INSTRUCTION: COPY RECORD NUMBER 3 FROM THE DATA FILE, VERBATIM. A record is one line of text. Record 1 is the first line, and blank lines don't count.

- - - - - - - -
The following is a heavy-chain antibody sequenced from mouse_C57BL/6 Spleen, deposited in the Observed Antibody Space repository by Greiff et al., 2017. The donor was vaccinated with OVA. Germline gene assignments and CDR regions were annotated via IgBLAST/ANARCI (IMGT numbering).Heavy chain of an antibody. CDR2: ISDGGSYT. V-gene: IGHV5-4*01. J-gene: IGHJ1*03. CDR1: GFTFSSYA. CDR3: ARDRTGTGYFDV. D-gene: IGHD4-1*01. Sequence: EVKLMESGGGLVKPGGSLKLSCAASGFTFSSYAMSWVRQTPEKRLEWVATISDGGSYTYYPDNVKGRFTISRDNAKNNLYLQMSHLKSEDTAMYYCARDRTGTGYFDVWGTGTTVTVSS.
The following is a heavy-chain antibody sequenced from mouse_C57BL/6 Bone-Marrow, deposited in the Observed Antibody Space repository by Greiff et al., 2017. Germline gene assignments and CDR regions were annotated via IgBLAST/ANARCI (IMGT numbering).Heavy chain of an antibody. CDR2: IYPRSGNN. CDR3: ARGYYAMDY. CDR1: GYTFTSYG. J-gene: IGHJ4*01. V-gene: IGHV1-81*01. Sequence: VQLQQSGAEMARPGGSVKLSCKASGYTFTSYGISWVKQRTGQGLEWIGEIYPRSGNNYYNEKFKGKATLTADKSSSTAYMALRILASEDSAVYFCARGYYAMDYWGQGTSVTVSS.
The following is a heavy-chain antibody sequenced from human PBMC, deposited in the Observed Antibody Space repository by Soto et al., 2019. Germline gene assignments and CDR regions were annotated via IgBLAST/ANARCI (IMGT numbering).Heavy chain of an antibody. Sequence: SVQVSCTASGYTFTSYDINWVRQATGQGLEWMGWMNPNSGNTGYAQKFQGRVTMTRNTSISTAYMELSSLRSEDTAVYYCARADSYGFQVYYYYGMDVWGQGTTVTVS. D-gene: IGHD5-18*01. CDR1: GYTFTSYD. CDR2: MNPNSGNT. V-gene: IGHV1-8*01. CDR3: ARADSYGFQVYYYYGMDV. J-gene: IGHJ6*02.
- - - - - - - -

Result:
The following is a heavy-chain antibody sequenced from human PBMC, deposited in the Observed Antibody Space repository by Soto et al., 2019. Germline gene assignments and CDR regions were annotated via IgBLAST/ANARCI (IMGT numbering).Heavy chain of an antibody. Sequence: SVQVSCTASGYTFTSYDINWVRQATGQGLEWMGWMNPNSGNTGYAQKFQGRVTMTRNTSISTAYMELSSLRSEDTAVYYCARADSYGFQVYYYYGMDVWGQGTTVTVS. D-gene: IGHD5-18*01. CDR1: GYTFTSYD. CDR2: MNPNSGNT. V-gene: IGHV1-8*01. CDR3: ARADSYGFQVYYYYGMDV. J-gene: IGHJ6*02.